I don’t think I will tire of the novelty of skipping over to Italy for the day.
And as Jamal has never been so we decided to take a day trip to Aosta to eat some pizza and gelato.
Aosta is a mountainous region in north-western Italy. It is bordered by France to the west, Switzerland to the north and the region of Piedmont to the south and east.
From Chamonix, you take the Mont Blanc tunnel (which is 42 euros – ouch!) but it’s the quickest (only?) route.
As soon as you cross the border the landscape is littered with castle-looking buildings.
We stopped along the way to take some photos of this beautiful one.
It may have just been a house, but given the oldest building in my home town of Canberra is just over 100 years old, it looked like a castle to me.
A short drive later, we arrived in Aosta. The town is very quaint with cobbled streets and colourful shop doors.
With adorable looking cafes and restaurants.
And perfect spots for photos.
Please note all the tourist activities close over lunch so make sure you allow time before or after lunch to explore.
I usually rely on Trip Advisor for my restaurant picks, but dad threw this idea to the wind and asked a local.
We were recommended Moderno Pizzeria. Here you will find a selection of pizzas, pastas, main dishes and desserts.
We opted for pizza and pasta which were very cheap (we’re used to Chamonix prices), at only 5-8 euros each.
And of course no Italian meal is complete with my favourite, Tiramisu.
We walked it off around town, taking in the beauty of it all.
First on our hit list were the crypts. Officially named Criptoportico Forense Forum – you can access them from the garden in the Piazza Goivanni. The Piazza is beautifully landscaped with flowers and lush grass.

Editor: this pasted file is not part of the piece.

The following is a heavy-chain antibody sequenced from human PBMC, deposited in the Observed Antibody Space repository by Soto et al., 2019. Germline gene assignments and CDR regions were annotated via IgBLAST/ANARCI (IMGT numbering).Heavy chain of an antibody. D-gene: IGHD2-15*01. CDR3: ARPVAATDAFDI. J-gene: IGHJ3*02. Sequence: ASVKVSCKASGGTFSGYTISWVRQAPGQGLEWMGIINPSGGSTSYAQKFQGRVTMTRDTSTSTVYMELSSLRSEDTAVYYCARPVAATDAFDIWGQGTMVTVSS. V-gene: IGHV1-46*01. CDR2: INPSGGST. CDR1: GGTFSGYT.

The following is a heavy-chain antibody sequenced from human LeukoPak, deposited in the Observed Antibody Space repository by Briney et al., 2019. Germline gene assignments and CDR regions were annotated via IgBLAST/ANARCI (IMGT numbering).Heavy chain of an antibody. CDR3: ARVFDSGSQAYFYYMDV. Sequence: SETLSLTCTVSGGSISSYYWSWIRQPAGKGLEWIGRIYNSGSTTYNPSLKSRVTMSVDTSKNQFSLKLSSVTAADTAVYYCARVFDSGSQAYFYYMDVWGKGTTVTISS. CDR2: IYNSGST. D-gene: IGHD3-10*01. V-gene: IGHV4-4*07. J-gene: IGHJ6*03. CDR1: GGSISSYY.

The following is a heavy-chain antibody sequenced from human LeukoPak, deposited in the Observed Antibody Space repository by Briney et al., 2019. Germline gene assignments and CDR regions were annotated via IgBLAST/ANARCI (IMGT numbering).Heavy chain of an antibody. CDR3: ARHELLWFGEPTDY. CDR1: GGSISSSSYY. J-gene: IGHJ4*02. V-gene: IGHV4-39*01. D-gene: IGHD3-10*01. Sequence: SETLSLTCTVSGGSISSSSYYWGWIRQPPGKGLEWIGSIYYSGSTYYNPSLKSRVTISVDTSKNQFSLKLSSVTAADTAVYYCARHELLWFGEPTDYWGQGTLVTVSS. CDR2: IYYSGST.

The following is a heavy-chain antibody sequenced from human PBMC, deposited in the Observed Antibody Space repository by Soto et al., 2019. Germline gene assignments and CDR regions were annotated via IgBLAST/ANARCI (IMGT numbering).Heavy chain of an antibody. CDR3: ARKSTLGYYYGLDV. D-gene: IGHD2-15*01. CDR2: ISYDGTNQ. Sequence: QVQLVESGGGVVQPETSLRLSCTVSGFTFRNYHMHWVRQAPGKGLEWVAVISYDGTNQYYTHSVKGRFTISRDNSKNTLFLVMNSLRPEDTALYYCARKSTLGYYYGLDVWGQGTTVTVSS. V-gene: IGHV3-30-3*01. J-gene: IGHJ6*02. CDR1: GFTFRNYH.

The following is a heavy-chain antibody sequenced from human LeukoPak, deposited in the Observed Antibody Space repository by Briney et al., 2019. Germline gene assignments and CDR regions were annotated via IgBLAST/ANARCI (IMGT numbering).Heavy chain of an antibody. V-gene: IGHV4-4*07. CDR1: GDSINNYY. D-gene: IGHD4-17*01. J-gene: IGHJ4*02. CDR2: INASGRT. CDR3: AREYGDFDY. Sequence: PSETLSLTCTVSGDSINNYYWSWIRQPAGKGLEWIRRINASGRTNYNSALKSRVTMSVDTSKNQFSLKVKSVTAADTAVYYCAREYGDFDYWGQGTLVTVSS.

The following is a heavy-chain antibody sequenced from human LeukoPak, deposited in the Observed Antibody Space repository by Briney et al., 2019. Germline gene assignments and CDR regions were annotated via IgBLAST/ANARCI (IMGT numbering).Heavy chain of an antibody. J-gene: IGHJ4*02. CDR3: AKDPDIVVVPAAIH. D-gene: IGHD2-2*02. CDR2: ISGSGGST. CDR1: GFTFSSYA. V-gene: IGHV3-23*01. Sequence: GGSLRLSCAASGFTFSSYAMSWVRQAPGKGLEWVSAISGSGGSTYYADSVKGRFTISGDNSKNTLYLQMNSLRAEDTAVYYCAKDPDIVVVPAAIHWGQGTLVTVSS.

While waiting for the crypts to open – Dad taught me some of his yoga moves.
The crypts are an underground building, with plastered interior illuminated by lightwells. The building developed in a horse-shoe shape with a double corridor and beamed vaults supported by pillars. There is a lot of debate over the specific use of the monument but it’s thought to have had a structural support function and for burials.
Dad & I walked around while blasting Italian opera on our phones, which the security guard was not impressed with. Sadly I wasn’t allowed to take photos inside.
Next we visited the Cathedral of Santa Maria Assunta. It was originally a huge building, pretty much unchanged up to the Romanesque era, when the church formed its current appearance. The main baptistery dates back to the 4th century, while the frescoes on the church ceiling are Romanesque. The church has been renovated radically over the centuries.
A pretty imposing wooden crucifix hangs from the roof which dates back to the 14th century and mosaics covering 2 floors are still there from the 12th and 14th centuries.
The church now includes a Treasury Museum, which was opened in 1985, offering a significant amount of local art.
The facade of the cathedral is made up of a 16th century atrium decorated with statues and frescoes showing the life of the Virgin Mary.
I wasn’t sure I could take photos inside so I stayed on the safe side and didn’t.
Before heading home, we visited some of the remaining ancient Roman ruins. I think it’s rather cool that there are small towns still in existence that sit right in the middle of buildings that were there 2000 years ago.
The notable remains include:
The Arco d’Augusta – which honors Augustus, who gave his name to Augusta Pretoria, the towns original name.
The Roman Theatre – which is being restored as of 2003, while the Roman Forum, beneath ground level, is visitable.
The Porta Praetoria and Augusta Praetoria’s City Walls – which was the main gateway to the city of Augusta Praetoria, with three openings that are still visible today: a central one for carriages and two side openings for pedestrians.
The Tour Fromage (the Cheese Tower) – which is alongside the Amphitheater and currently hosts art exhibits.
The Main Piazza in Aosta – which hosts one the Italy’s top historic cafes, the Caffe Nazionale, in operation since 1886. Sadly I didn’t make it here as we went on a Monday.
Other Roman ruins are scattered about Aosta as they are in Rome.
Naturally we stopped for Gelati at Grom on our way out. My brother introduced me to this Italian gelato company and it’s up there in terms of taste but their flavours are on the basic side. I went for Pistachio, Nutella and Egg Cream.
For more things to do in Aosta, check out this post.
Anisa – The Macadames. xx